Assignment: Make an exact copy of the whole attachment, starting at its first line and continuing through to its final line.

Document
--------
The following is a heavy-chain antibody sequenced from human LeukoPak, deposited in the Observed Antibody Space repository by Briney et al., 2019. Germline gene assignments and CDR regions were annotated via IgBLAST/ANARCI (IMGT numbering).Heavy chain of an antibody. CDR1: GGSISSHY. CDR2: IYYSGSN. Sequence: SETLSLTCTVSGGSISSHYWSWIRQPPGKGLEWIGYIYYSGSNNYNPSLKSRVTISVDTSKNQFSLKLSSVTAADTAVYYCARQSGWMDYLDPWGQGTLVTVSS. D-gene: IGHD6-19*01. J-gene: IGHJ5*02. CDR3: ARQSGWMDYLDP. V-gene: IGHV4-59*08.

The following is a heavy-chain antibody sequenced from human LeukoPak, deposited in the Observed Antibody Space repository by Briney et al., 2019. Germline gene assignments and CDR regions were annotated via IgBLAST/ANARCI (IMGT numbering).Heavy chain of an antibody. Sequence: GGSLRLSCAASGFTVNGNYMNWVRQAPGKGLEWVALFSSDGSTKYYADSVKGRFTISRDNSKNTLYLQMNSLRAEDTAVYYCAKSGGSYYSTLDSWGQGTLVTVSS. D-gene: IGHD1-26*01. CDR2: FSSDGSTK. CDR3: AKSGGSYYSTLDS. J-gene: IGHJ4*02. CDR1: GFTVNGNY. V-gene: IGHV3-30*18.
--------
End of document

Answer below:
The following is a heavy-chain antibody sequenced from human LeukoPak, deposited in the Observed Antibody Space repository by Briney et al., 2019. Germline gene assignments and CDR regions were annotated via IgBLAST/ANARCI (IMGT numbering).Heavy chain of an antibody. CDR1: GGSISSHY. CDR2: IYYSGSN. Sequence: SETLSLTCTVSGGSISSHYWSWIRQPPGKGLEWIGYIYYSGSNNYNPSLKSRVTISVDTSKNQFSLKLSSVTAADTAVYYCARQSGWMDYLDPWGQGTLVTVSS. D-gene: IGHD6-19*01. J-gene: IGHJ5*02. CDR3: ARQSGWMDYLDP. V-gene: IGHV4-59*08.

The following is a heavy-chain antibody sequenced from human LeukoPak, deposited in the Observed Antibody Space repository by Briney et al., 2019. Germline gene assignments and CDR regions were annotated via IgBLAST/ANARCI (IMGT numbering).Heavy chain of an antibody. Sequence: GGSLRLSCAASGFTVNGNYMNWVRQAPGKGLEWVALFSSDGSTKYYADSVKGRFTISRDNSKNTLYLQMNSLRAEDTAVYYCAKSGGSYYSTLDSWGQGTLVTVSS. D-gene: IGHD1-26*01. CDR2: FSSDGSTK. CDR3: AKSGGSYYSTLDS. J-gene: IGHJ4*02. CDR1: GFTVNGNY. V-gene: IGHV3-30*18.